Already today, data literacy skills are so in-demand. Every single business leader Qlik recently surveyed reported that they would offer a salary increase for candidates that could demonstrate their data literacy. On average, they would offer a 26% salary increase for demonstrating this skillset. For the average Australia employee, this translates into an additional $23K AUD to their annual salary.

And for those who can build their data literacy skills, it’s not just money that’s on the table. Data and analytical skills will provide a new route to leadership for ambitious employees, as firms anticipate creating new C-level positions such as Chief Customer Experience Officer, Chief Metaverse Officer, Chief Automation Officer and Chief Trust Officer in the next five years.

  1. Offer upskilling and training

Based on these statistics, the answer to ‘how ready are we for a culture of informed action?’ is, in the majority of cases, not ready enough. There is no doubt more work needs to be done to ensure businesses and their people will thrive in a future where data plays an increasingly important role.

This includes championing a data literate culture from the top down. Our research found that 37% of ANZ employees have left a job in the past 12 months to move to an employer that offers better upskilling and training. In the current talent market - where business leaders don’t just face the challenge of growing their talent base but are facing unusually high attrition amid the Great Resignation phenomenon - it is key that employees understand what professional opportunities are open to them and how their leaders will help them achieve them. Could they be their company’s first Chief Automation Officer?

  1. Creating a culture that encourages curiosity

To ensure businesses and their people will thrive in a future where data plays an increasingly important role, we need to democratize access to data literacy training and user-intuitive tools across the entire organization.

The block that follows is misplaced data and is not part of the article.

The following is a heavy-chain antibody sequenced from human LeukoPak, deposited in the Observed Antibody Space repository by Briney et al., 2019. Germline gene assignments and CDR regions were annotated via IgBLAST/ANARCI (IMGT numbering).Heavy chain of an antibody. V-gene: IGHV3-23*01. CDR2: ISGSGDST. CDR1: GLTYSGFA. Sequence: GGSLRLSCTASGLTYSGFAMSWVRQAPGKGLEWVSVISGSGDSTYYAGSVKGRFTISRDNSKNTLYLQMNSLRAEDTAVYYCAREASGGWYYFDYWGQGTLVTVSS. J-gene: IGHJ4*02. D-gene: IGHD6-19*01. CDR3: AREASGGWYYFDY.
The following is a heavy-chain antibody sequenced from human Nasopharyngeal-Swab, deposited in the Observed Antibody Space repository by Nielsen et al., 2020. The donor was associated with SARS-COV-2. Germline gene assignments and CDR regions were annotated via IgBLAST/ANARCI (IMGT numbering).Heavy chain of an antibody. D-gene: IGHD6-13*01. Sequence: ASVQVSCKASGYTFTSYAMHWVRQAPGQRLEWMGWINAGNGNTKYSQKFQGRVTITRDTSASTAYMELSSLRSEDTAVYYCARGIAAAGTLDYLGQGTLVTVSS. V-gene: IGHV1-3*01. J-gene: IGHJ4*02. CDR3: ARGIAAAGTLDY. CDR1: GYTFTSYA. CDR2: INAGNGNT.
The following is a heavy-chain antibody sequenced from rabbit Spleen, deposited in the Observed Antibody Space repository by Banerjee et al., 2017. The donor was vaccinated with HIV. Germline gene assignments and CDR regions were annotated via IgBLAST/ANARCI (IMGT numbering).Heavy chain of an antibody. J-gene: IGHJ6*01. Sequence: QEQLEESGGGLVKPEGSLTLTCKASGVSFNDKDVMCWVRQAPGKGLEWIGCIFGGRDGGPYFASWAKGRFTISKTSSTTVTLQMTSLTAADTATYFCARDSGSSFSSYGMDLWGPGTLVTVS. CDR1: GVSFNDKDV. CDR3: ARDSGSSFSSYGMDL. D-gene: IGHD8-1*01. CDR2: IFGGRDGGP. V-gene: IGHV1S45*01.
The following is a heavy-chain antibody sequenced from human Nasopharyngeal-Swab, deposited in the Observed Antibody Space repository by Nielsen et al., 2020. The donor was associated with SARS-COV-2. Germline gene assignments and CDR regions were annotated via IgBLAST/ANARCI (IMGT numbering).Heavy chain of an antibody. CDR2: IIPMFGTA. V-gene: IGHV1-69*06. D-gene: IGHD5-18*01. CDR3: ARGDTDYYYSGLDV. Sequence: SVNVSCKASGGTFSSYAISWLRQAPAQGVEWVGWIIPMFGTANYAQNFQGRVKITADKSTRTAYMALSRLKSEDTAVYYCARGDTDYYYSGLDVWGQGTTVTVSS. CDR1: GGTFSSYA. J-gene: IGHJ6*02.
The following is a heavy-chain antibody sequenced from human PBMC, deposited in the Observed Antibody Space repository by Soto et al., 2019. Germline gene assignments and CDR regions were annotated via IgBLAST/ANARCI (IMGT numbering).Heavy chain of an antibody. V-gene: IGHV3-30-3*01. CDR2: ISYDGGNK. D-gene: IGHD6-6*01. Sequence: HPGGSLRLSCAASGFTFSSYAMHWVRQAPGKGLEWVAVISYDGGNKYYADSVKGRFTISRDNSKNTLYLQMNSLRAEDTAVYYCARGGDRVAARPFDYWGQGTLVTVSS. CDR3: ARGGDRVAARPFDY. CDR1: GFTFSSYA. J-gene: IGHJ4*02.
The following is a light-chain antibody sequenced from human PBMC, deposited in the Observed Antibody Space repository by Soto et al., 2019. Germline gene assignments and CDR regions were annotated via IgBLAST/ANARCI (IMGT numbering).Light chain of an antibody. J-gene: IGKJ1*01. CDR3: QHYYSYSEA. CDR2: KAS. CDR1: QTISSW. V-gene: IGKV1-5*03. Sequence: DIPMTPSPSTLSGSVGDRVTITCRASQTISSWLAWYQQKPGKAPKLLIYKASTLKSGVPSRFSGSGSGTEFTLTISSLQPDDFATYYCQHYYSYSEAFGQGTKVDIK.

Currently most of the skills investment focuses on data roles. Just one in 10 employers offer this training to people in HR, finance, and marketing, despite more than two-thirds of employees working in these functions stating data literacy is already necessary to fulfill their current role. This is short-sighted, as it is only when most employees are empowered with these skills and supported with interactive and customizable interfaces that support the exploration of and collaboration with data, that everyone will be able to make better, more informed decisions.

A successful future starts now

We are poised at the start of a new era for enterprise data. Leading organizations are seizing Active Intelligence, where context-rich insights are served in real-time to trigger both human and machine actions in the moment. With the rise in data and advanced technologies, such as AI and machine learning, the analytical opportunities these systems provide will be enormous. But only if the insights are in the hands of those that have had the upskilling to translate it into real business decisions. It will be these companies, empowered by these data literate employees, that will succeed in this new era.

So, I urge business leaders to start upskilling their workforce and creating a culture that encourages curiosity to build this future – to lead this transformation and reap the rewards of the new opportunities to come.